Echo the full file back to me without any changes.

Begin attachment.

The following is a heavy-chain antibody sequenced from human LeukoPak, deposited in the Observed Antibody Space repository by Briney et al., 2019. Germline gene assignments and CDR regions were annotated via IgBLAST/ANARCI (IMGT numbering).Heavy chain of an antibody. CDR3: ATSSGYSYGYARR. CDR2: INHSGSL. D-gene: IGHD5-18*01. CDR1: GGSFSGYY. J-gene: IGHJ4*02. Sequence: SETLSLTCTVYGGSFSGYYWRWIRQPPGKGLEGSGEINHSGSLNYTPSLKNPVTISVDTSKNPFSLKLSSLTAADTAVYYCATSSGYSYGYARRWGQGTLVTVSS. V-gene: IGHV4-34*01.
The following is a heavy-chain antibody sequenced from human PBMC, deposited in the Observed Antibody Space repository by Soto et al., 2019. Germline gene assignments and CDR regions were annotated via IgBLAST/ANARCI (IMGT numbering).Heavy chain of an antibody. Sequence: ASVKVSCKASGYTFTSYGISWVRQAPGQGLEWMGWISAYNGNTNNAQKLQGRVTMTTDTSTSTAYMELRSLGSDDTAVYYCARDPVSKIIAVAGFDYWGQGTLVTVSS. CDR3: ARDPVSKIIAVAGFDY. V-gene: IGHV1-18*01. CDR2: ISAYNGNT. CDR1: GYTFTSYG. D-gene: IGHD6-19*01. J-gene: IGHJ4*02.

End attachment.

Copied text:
The following is a heavy-chain antibody sequenced from human LeukoPak, deposited in the Observed Antibody Space repository by Briney et al., 2019. Germline gene assignments and CDR regions were annotated via IgBLAST/ANARCI (IMGT numbering).Heavy chain of an antibody. CDR3: ATSSGYSYGYARR. CDR2: INHSGSL. D-gene: IGHD5-18*01. CDR1: GGSFSGYY. J-gene: IGHJ4*02. Sequence: SETLSLTCTVYGGSFSGYYWRWIRQPPGKGLEGSGEINHSGSLNYTPSLKNPVTISVDTSKNPFSLKLSSLTAADTAVYYCATSSGYSYGYARRWGQGTLVTVSS. V-gene: IGHV4-34*01.
The following is a heavy-chain antibody sequenced from human PBMC, deposited in the Observed Antibody Space repository by Soto et al., 2019. Germline gene assignments and CDR regions were annotated via IgBLAST/ANARCI (IMGT numbering).Heavy chain of an antibody. Sequence: ASVKVSCKASGYTFTSYGISWVRQAPGQGLEWMGWISAYNGNTNNAQKLQGRVTMTTDTSTSTAYMELRSLGSDDTAVYYCARDPVSKIIAVAGFDYWGQGTLVTVSS. CDR3: ARDPVSKIIAVAGFDY. V-gene: IGHV1-18*01. CDR2: ISAYNGNT. CDR1: GYTFTSYG. D-gene: IGHD6-19*01. J-gene: IGHJ4*02.